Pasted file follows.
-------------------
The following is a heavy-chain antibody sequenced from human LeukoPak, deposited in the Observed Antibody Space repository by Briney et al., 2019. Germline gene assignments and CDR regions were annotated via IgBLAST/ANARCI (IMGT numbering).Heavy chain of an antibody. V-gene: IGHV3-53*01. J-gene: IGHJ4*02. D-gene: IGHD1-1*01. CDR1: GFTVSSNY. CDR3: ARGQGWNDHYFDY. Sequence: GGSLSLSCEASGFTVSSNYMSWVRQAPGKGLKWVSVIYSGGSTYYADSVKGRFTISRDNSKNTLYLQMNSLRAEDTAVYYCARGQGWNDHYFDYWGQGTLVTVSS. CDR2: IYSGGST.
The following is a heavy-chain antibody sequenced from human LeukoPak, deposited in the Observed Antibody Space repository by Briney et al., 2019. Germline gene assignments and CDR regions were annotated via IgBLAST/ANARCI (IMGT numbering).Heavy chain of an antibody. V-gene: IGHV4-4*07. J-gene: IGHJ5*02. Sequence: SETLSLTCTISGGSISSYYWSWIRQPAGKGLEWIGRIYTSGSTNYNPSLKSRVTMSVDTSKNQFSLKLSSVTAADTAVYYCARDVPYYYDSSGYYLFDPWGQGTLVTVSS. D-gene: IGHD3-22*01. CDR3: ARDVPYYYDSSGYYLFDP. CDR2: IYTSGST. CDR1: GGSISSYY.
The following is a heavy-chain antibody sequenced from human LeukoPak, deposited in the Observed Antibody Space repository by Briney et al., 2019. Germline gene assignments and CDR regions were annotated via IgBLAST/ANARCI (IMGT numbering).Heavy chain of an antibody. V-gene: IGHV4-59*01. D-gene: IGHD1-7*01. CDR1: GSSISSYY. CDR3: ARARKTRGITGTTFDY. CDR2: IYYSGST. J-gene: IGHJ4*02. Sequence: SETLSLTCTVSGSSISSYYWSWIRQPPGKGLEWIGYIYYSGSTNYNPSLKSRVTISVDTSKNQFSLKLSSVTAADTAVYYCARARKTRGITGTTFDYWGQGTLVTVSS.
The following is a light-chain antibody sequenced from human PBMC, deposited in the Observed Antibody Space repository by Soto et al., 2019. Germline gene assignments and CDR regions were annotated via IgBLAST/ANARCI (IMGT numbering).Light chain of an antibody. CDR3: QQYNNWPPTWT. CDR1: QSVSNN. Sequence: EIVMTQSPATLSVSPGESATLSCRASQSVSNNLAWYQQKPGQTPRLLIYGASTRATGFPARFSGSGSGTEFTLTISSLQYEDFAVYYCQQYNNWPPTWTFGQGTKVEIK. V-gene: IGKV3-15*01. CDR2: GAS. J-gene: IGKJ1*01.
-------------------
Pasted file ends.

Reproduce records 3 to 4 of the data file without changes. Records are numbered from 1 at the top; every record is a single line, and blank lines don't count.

The following is a heavy-chain antibody sequenced from human LeukoPak, deposited in the Observed Antibody Space repository by Briney et al., 2019. Germline gene assignments and CDR regions were annotated via IgBLAST/ANARCI (IMGT numbering).Heavy chain of an antibody. V-gene: IGHV4-59*01. D-gene: IGHD1-7*01. CDR1: GSSISSYY. CDR3: ARARKTRGITGTTFDY. CDR2: IYYSGST. J-gene: IGHJ4*02. Sequence: SETLSLTCTVSGSSISSYYWSWIRQPPGKGLEWIGYIYYSGSTNYNPSLKSRVTISVDTSKNQFSLKLSSVTAADTAVYYCARARKTRGITGTTFDYWGQGTLVTVSS.
The following is a light-chain antibody sequenced from human PBMC, deposited in the Observed Antibody Space repository by Soto et al., 2019. Germline gene assignments and CDR regions were annotated via IgBLAST/ANARCI (IMGT numbering).Light chain of an antibody. CDR3: QQYNNWPPTWT. CDR1: QSVSNN. Sequence: EIVMTQSPATLSVSPGESATLSCRASQSVSNNLAWYQQKPGQTPRLLIYGASTRATGFPARFSGSGSGTEFTLTISSLQYEDFAVYYCQQYNNWPPTWTFGQGTKVEIK. V-gene: IGKV3-15*01. CDR2: GAS. J-gene: IGKJ1*01.